For these reasons the domain name <stokeseed.com> is confusingly similar to the Complainant’s trademark STOKES SEEDS.
The Panel has researched the trademark databases at the Canadian Intellectual Property Office, the United States Patent and Trademark Office, and the Office of Harmonization in the Internal Market (European Union) and has established that the Respondent has no filings for a trademark corresponding to the domain name. The Respondent’s business name does not correspond to the domain name.
At the time of this decision, the Panel found that the domain name does not resolve to any website. Therefore, the Respondent does not appear to be using the domain name in any legitimate commercial or non-commercial way.
Paragraph 14(b) of the Rules provides that in the event of a default, “the Panel shall draw such inferences therefrom as it considers appropriate.” Pursuant to this paragraph, the Panel considers Respondent’s default as a presumption against Respondent as to its rights or legitimate interests in the domain names.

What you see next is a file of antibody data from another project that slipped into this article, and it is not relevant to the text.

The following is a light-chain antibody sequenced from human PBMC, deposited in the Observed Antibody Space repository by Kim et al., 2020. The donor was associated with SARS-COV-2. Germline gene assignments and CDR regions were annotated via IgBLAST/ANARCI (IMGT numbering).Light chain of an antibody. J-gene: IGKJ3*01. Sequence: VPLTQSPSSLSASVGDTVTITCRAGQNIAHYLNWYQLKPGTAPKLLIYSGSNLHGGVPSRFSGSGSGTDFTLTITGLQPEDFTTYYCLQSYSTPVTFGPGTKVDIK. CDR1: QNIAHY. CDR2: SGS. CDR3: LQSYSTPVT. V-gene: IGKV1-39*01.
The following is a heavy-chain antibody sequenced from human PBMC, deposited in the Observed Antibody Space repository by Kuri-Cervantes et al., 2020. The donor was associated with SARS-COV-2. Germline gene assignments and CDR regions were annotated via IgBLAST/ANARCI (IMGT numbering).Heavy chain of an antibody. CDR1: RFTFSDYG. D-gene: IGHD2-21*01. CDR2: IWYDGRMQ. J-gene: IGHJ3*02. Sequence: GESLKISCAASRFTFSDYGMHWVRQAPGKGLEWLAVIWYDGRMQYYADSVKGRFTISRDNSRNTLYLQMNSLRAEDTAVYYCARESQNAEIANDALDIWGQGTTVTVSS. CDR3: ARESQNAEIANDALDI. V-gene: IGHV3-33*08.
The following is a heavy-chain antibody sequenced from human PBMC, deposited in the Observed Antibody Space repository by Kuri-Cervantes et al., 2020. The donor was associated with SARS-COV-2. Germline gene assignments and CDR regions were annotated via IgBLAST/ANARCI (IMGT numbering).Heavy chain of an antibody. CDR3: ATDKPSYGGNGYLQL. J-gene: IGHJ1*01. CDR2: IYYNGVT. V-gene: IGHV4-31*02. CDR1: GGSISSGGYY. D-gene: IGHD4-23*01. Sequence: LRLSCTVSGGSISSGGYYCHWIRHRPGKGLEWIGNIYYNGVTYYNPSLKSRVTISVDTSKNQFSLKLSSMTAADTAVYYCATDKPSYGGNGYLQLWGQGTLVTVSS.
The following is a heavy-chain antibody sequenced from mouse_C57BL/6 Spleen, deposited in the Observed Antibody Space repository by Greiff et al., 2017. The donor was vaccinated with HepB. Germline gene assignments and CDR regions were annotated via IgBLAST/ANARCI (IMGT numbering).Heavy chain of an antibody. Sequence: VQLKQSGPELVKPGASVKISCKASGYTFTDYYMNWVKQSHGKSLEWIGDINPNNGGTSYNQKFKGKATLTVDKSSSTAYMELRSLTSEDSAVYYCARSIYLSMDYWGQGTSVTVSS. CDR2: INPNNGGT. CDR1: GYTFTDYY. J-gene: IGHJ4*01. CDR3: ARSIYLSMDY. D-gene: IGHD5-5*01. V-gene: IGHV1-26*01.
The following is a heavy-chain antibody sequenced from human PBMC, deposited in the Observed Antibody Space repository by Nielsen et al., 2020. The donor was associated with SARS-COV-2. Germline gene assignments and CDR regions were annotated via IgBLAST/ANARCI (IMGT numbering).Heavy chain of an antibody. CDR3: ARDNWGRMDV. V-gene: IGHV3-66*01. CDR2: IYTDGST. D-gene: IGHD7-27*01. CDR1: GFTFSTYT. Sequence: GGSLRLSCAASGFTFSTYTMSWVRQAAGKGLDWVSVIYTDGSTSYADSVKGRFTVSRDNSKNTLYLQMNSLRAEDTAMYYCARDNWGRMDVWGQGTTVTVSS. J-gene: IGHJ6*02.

On these grounds, the Panel concludes that the Respondent does not have any rights or legitimate interests in the disputed domain name.
Paragraph 4(b) of the Policy provides a set of circumstances that evince bad faith in the registration and use of domain names. Paragraph 4(b)(iv) provides that bad faith is shown where:
“by using the domain name, you [the Respondent]have intentionally attempted to attract, for commercial gain, Internet users to your web site or other on-line location, by creating a likelihood of confusion with the complainant’s mark as to the source, sponsorship, affiliation, or endorsement of your web site or location or of a product or service on your web site or location.”
Although the disputed domain name is now inactive, according to uncontroverted statements in the Complaint that the disputed domain name appears to have resolved at one time to “www.hanky-panky-college.com” [Complaint at 4]. Such use of the domain name for diversion of Internet traffic constitutes bad faith under Paragraph 4(b)(iv).